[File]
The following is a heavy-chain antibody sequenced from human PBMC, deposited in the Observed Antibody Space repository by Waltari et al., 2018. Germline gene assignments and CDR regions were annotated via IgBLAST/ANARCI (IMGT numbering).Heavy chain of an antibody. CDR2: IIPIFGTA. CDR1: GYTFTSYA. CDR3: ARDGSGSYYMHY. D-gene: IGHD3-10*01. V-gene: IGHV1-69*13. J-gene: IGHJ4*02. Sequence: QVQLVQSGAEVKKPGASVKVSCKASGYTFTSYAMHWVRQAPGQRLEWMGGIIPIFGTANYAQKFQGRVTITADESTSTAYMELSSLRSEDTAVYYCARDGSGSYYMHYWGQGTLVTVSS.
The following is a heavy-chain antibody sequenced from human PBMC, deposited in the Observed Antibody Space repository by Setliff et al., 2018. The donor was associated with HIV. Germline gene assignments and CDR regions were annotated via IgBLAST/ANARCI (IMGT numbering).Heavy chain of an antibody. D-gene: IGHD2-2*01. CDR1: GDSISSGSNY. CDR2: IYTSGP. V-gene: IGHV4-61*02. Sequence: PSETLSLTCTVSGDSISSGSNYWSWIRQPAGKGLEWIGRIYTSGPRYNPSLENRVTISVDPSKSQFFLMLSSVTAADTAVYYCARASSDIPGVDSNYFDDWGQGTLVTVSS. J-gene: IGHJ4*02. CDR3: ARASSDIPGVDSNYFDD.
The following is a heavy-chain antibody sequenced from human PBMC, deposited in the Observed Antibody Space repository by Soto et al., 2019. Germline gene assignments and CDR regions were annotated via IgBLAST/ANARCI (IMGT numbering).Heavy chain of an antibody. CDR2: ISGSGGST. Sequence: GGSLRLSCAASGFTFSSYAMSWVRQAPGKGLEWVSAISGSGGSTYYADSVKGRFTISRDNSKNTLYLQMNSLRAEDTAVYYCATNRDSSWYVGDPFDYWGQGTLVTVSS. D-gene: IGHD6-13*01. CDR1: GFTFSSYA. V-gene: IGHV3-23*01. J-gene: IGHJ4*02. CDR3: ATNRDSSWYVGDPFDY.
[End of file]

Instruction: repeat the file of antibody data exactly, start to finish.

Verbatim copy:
The following is a heavy-chain antibody sequenced from human PBMC, deposited in the Observed Antibody Space repository by Waltari et al., 2018. Germline gene assignments and CDR regions were annotated via IgBLAST/ANARCI (IMGT numbering).Heavy chain of an antibody. CDR2: IIPIFGTA. CDR1: GYTFTSYA. CDR3: ARDGSGSYYMHY. D-gene: IGHD3-10*01. V-gene: IGHV1-69*13. J-gene: IGHJ4*02. Sequence: QVQLVQSGAEVKKPGASVKVSCKASGYTFTSYAMHWVRQAPGQRLEWMGGIIPIFGTANYAQKFQGRVTITADESTSTAYMELSSLRSEDTAVYYCARDGSGSYYMHYWGQGTLVTVSS.
The following is a heavy-chain antibody sequenced from human PBMC, deposited in the Observed Antibody Space repository by Setliff et al., 2018. The donor was associated with HIV. Germline gene assignments and CDR regions were annotated via IgBLAST/ANARCI (IMGT numbering).Heavy chain of an antibody. D-gene: IGHD2-2*01. CDR1: GDSISSGSNY. CDR2: IYTSGP. V-gene: IGHV4-61*02. Sequence: PSETLSLTCTVSGDSISSGSNYWSWIRQPAGKGLEWIGRIYTSGPRYNPSLENRVTISVDPSKSQFFLMLSSVTAADTAVYYCARASSDIPGVDSNYFDDWGQGTLVTVSS. J-gene: IGHJ4*02. CDR3: ARASSDIPGVDSNYFDD.
The following is a heavy-chain antibody sequenced from human PBMC, deposited in the Observed Antibody Space repository by Soto et al., 2019. Germline gene assignments and CDR regions were annotated via IgBLAST/ANARCI (IMGT numbering).Heavy chain of an antibody. CDR2: ISGSGGST. Sequence: GGSLRLSCAASGFTFSSYAMSWVRQAPGKGLEWVSAISGSGGSTYYADSVKGRFTISRDNSKNTLYLQMNSLRAEDTAVYYCATNRDSSWYVGDPFDYWGQGTLVTVSS. D-gene: IGHD6-13*01. CDR1: GFTFSSYA. V-gene: IGHV3-23*01. J-gene: IGHJ4*02. CDR3: ATNRDSSWYVGDPFDY.